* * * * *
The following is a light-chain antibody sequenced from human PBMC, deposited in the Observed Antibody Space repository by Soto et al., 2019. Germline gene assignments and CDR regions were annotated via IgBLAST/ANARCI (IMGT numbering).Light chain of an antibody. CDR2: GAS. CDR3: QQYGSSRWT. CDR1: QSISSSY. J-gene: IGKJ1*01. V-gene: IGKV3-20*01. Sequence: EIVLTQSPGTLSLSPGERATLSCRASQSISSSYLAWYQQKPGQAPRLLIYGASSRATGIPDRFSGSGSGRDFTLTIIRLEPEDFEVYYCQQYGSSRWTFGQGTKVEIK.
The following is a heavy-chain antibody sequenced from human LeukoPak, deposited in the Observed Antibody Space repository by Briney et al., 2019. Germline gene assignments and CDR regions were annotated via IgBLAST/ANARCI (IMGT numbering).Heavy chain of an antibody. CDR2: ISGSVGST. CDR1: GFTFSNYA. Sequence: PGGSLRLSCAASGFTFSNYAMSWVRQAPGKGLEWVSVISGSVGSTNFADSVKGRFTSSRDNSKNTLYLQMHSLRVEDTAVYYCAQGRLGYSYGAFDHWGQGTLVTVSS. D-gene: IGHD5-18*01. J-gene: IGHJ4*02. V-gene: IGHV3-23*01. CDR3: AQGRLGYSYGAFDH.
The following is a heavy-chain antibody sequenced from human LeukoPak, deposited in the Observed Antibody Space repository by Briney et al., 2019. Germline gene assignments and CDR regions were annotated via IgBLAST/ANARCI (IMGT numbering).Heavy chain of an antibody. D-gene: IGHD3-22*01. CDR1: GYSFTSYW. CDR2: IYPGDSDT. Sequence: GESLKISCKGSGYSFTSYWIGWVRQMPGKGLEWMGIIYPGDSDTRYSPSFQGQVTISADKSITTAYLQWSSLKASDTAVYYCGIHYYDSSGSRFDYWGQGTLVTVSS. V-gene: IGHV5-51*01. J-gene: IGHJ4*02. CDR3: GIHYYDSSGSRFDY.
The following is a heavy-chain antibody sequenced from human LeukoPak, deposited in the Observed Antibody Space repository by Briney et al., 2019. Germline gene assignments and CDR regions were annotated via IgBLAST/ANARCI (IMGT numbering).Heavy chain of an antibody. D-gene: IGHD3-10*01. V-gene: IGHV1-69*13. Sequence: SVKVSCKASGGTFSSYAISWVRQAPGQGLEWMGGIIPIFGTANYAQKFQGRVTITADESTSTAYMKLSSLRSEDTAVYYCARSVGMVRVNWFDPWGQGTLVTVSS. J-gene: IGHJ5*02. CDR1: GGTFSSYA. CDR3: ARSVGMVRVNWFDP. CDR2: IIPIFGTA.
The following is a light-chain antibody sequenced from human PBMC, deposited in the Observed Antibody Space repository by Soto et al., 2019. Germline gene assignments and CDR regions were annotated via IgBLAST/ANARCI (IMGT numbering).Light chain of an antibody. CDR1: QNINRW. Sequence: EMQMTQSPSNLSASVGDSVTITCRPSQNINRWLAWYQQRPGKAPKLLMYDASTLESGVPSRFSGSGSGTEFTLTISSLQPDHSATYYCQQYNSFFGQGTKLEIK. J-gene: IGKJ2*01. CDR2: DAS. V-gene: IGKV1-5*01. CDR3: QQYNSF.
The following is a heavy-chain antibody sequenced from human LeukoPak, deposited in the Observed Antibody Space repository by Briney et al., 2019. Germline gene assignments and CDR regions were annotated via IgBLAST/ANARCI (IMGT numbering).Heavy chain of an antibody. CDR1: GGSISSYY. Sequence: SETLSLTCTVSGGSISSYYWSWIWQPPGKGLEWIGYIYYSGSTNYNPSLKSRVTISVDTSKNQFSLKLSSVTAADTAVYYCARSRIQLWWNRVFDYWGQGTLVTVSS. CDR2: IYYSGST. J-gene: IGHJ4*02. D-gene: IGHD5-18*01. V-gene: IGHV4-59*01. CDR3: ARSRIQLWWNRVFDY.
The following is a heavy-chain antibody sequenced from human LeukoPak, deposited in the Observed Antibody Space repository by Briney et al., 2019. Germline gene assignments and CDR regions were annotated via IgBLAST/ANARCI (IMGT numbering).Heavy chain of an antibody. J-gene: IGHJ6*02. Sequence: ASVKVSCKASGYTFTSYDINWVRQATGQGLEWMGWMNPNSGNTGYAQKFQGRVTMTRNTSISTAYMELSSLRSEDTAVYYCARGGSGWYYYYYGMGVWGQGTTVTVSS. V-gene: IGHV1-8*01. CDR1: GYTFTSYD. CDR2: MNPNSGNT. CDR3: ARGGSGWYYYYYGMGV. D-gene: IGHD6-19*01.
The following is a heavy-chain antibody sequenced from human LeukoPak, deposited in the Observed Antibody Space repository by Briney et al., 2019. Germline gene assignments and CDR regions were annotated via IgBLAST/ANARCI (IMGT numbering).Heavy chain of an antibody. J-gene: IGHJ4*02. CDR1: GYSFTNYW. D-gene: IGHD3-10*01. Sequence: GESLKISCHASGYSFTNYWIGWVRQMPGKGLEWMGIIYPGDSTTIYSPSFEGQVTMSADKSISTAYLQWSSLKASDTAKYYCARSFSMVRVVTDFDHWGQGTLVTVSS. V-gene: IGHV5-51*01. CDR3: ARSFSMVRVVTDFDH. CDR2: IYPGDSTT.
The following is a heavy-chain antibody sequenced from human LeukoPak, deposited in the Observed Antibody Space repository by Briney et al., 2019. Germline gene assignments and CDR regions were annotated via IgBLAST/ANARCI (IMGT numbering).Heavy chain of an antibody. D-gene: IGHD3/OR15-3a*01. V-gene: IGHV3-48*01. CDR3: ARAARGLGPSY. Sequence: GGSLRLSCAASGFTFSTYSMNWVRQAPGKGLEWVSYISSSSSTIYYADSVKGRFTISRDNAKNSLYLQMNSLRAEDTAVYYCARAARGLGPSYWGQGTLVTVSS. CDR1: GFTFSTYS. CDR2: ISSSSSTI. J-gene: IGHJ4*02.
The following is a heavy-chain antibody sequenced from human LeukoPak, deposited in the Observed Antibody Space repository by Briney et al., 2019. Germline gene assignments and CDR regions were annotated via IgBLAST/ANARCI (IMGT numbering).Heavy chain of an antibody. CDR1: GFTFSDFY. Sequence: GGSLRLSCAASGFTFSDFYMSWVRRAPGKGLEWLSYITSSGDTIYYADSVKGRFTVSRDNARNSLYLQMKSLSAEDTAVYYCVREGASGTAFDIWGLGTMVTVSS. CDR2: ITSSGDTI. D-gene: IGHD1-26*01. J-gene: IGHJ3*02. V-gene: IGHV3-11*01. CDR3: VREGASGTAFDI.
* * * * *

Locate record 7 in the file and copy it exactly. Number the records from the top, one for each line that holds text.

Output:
The following is a heavy-chain antibody sequenced from human LeukoPak, deposited in the Observed Antibody Space repository by Briney et al., 2019. Germline gene assignments and CDR regions were annotated via IgBLAST/ANARCI (IMGT numbering).Heavy chain of an antibody. J-gene: IGHJ6*02. Sequence: ASVKVSCKASGYTFTSYDINWVRQATGQGLEWMGWMNPNSGNTGYAQKFQGRVTMTRNTSISTAYMELSSLRSEDTAVYYCARGGSGWYYYYYGMGVWGQGTTVTVSS. V-gene: IGHV1-8*01. CDR1: GYTFTSYD. CDR2: MNPNSGNT. CDR3: ARGGSGWYYYYYGMGV. D-gene: IGHD6-19*01.